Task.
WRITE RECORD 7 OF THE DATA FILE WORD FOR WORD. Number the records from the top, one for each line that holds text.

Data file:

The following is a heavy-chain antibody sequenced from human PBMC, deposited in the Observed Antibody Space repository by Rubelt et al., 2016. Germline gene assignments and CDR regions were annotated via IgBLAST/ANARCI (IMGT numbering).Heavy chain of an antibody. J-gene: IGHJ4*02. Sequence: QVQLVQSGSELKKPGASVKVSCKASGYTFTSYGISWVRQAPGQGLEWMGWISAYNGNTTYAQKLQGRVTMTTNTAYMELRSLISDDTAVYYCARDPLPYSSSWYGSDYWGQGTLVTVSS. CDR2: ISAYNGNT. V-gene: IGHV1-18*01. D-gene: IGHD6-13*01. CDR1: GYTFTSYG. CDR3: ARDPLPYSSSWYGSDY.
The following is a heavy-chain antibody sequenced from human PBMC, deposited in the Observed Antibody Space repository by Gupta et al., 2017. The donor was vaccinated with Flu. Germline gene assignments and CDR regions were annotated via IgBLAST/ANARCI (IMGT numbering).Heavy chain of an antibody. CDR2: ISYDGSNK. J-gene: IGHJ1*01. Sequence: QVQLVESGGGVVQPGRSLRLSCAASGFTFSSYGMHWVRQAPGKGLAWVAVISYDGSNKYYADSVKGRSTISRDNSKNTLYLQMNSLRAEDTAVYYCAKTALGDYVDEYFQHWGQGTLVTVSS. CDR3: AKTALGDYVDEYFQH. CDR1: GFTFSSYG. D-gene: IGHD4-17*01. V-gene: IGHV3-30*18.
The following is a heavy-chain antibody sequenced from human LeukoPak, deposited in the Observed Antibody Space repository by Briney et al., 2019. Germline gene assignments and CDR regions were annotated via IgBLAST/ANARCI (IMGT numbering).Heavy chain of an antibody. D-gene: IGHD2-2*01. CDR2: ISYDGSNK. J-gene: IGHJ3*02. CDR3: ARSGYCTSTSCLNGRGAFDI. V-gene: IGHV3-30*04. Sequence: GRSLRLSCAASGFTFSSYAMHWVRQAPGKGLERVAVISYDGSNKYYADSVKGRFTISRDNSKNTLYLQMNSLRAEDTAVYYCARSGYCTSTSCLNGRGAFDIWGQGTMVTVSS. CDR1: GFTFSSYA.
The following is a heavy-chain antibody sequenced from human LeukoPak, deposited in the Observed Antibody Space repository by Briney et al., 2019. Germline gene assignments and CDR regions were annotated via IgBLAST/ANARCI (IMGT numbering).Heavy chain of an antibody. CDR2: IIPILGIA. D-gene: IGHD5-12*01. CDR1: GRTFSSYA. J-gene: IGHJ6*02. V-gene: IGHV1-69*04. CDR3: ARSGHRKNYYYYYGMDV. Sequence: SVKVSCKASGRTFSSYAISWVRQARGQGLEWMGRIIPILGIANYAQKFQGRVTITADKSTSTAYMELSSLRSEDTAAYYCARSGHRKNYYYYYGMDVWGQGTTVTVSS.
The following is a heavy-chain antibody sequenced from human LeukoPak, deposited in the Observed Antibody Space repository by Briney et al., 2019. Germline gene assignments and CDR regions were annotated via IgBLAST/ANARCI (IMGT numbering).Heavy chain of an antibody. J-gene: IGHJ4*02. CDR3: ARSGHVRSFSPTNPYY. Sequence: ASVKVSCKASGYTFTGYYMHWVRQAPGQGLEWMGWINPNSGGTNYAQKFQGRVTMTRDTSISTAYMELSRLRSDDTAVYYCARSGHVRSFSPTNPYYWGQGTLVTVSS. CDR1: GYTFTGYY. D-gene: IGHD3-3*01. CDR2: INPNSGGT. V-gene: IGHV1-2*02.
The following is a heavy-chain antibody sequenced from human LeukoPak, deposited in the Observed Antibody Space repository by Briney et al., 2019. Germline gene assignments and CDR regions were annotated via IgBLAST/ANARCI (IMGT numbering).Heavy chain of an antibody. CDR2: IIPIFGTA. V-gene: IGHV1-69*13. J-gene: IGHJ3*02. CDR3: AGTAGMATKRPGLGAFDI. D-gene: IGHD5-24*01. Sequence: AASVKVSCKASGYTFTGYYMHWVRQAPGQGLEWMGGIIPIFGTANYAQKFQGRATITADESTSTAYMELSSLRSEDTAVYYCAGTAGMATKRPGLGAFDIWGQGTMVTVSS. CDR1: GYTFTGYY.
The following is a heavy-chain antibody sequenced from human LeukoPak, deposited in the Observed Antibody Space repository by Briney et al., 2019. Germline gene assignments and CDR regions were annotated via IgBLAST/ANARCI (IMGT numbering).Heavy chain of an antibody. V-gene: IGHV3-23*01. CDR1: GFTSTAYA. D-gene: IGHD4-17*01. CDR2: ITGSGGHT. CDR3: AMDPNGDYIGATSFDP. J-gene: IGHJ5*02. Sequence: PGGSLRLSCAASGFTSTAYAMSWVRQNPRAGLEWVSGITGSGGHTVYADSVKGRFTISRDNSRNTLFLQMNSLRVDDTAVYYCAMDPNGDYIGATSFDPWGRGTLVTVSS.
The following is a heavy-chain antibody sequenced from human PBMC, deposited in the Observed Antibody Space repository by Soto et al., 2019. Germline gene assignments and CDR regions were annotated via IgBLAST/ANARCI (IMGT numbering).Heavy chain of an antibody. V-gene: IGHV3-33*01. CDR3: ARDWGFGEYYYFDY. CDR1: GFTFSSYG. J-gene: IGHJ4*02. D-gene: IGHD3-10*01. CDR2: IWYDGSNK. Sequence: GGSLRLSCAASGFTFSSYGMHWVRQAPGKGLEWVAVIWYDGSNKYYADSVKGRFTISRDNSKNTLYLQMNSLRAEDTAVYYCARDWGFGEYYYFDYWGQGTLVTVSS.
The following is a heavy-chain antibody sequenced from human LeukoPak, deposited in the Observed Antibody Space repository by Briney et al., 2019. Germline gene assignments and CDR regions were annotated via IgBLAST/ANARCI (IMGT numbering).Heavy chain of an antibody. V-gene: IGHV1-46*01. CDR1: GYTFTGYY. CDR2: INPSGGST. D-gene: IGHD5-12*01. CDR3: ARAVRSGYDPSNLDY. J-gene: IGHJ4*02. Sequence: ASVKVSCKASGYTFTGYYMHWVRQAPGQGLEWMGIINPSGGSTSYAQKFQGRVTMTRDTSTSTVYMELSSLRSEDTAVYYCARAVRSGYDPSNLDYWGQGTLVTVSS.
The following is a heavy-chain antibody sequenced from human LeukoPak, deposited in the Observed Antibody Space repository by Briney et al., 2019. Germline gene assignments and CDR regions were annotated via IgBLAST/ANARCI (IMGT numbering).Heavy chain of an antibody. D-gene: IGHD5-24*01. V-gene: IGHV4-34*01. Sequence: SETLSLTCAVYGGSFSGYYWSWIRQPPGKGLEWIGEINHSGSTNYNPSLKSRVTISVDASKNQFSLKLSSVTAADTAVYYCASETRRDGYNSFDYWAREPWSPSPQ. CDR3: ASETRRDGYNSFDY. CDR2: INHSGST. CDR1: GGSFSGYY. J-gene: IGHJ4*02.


The following is a heavy-chain antibody sequenced from human LeukoPak, deposited in the Observed Antibody Space repository by Briney et al., 2019. Germline gene assignments and CDR regions were annotated via IgBLAST/ANARCI (IMGT numbering).Heavy chain of an antibody. V-gene: IGHV3-23*01. CDR1: GFTSTAYA. D-gene: IGHD4-17*01. CDR2: ITGSGGHT. CDR3: AMDPNGDYIGATSFDP. J-gene: IGHJ5*02. Sequence: PGGSLRLSCAASGFTSTAYAMSWVRQNPRAGLEWVSGITGSGGHTVYADSVKGRFTISRDNSRNTLFLQMNSLRVDDTAVYYCAMDPNGDYIGATSFDPWGRGTLVTVSS.